Subprime Chaos: The Auto Bubble Is Bursting And It’s Worse Than 2008

Last week, used car prices had their biggest drop since 2009 – directly after the financial market meltdown of 2008. And right now, the auto market is showing signs of incredible worry.

Delinquent subprime auto-loans are higher than they were in the last recession. Look for yourself. . .

  

 

What’s interesting – and worrisome – is that consumers are defaulting on subprime auto loans when the economy is supposedly doing ‘very well’.

Like I wrote last week – there are cracks under the economy’s foundation. And it’s like a bucket of cold water in the face of the mainstream financial media that’s pushing the ‘growth’ story.

We must ask ourselves – “if things are going so well, why are subprime loan delinquencies at a 22-year high?”

I can’t help but feel a bit nostalgic. This was the same situation that led up to the 2008 housing crisis. . .

First, there was massive growth in mortgage-backed securities and mortgage debt. Then, the Federal Reserve – led by Alan Greenspan – began aggressively raising rates after years of low rates. Soon after, subprime loans started blowing up – which trickled into the prime loans. And eventually, everything was in chaos.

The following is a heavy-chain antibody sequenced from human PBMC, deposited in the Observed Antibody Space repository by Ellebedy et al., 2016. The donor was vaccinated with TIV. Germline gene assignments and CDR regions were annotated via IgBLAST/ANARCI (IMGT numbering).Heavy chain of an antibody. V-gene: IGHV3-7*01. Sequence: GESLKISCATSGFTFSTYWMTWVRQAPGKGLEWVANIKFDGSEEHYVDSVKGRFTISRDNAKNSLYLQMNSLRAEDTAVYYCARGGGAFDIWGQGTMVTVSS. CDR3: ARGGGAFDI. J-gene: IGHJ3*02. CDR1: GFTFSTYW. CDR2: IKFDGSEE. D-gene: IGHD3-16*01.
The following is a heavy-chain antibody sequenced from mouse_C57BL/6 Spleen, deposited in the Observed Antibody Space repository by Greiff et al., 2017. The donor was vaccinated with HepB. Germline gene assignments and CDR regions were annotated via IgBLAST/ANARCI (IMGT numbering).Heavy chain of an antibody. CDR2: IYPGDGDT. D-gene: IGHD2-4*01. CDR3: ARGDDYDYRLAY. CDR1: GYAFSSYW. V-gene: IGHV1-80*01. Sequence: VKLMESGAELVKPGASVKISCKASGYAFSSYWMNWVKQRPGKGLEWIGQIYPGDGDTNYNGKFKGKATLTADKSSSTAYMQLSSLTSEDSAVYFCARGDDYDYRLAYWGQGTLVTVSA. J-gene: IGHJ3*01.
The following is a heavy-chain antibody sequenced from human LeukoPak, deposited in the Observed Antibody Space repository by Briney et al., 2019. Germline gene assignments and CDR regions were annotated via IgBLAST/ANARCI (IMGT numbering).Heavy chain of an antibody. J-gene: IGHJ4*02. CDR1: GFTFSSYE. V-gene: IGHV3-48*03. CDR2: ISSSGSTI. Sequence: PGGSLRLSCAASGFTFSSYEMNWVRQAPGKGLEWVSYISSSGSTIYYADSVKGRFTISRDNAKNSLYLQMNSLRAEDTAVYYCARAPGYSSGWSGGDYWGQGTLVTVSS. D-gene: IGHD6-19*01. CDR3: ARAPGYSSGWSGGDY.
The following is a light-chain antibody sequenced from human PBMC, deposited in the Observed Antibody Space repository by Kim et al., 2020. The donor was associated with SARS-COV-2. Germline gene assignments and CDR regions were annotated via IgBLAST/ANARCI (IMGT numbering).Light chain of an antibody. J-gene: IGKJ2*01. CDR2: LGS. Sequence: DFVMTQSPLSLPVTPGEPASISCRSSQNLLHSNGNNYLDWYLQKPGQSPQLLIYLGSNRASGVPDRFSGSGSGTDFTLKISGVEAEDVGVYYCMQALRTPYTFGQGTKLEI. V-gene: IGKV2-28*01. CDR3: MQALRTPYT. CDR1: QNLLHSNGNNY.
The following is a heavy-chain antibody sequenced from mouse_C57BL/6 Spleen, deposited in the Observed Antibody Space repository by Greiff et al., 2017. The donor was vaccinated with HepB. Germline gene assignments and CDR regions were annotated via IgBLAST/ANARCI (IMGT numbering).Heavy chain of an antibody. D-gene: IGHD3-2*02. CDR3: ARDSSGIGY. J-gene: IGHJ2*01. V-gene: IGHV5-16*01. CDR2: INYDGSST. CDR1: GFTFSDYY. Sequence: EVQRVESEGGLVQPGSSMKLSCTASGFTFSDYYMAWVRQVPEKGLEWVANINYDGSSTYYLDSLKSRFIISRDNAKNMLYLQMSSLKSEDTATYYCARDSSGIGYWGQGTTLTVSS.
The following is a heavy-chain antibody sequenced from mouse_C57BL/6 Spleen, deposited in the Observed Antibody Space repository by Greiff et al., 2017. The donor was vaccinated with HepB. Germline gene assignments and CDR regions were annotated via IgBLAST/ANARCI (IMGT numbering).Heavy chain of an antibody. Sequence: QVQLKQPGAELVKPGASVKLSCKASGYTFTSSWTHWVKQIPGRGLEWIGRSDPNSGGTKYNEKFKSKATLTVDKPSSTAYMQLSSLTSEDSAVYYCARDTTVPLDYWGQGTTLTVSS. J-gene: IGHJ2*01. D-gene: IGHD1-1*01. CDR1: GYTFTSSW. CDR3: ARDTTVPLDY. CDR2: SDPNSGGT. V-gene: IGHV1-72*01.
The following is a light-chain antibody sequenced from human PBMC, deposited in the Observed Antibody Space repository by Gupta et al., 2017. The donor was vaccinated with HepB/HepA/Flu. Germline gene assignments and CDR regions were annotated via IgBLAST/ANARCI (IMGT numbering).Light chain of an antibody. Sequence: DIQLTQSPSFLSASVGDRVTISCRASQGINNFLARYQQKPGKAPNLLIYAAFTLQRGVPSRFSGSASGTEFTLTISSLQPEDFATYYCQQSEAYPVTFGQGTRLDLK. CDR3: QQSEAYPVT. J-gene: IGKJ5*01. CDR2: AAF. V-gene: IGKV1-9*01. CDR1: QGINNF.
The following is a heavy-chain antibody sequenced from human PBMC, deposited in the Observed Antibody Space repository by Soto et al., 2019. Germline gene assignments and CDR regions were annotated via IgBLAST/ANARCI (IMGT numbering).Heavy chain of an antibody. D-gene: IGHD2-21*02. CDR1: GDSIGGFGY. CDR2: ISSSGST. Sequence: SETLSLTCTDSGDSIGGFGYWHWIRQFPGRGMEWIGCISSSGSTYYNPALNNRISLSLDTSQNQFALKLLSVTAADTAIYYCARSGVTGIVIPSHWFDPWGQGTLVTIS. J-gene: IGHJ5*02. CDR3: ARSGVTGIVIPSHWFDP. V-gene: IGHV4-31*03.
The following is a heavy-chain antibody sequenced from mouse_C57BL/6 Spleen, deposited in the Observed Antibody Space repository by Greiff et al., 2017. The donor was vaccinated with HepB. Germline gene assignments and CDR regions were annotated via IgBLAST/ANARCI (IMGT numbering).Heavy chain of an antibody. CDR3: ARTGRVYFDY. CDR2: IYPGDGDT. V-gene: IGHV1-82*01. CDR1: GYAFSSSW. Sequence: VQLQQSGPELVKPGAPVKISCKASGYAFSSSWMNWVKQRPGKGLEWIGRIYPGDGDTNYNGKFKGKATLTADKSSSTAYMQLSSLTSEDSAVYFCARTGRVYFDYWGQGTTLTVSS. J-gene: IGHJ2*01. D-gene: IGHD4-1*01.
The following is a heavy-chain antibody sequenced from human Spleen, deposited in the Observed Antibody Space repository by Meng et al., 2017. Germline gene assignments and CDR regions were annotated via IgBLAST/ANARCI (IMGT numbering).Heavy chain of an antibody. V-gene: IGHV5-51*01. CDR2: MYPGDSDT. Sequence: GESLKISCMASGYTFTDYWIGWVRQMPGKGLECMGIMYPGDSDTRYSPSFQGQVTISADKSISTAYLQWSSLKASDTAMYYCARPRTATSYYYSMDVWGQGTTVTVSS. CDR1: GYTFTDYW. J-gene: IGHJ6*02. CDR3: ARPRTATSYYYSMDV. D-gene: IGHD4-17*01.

Using the often-ignored Austrian Business Cycle Theory (ABCT) – coined by the brilliant economist Ludwig Von Mises – I am blaming the Fed for all this.

Thanks to the Fed, a near decade of zero-interest rate policies (ZIRP) and three rounds of Quantitative Easing (which totaled over $3.8 trillion in printed money) – the consumers’ became hooked on cheap auto loans. . .

Their policies made the entire system fragile by getting consumers addicted to cheap debt through their easy money.

They then began tightening credit – crippling the borrowers.

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The piece is from my original write-up at Palisade-Research.com - All ideas expressed and charts are my own.

Enjoy.

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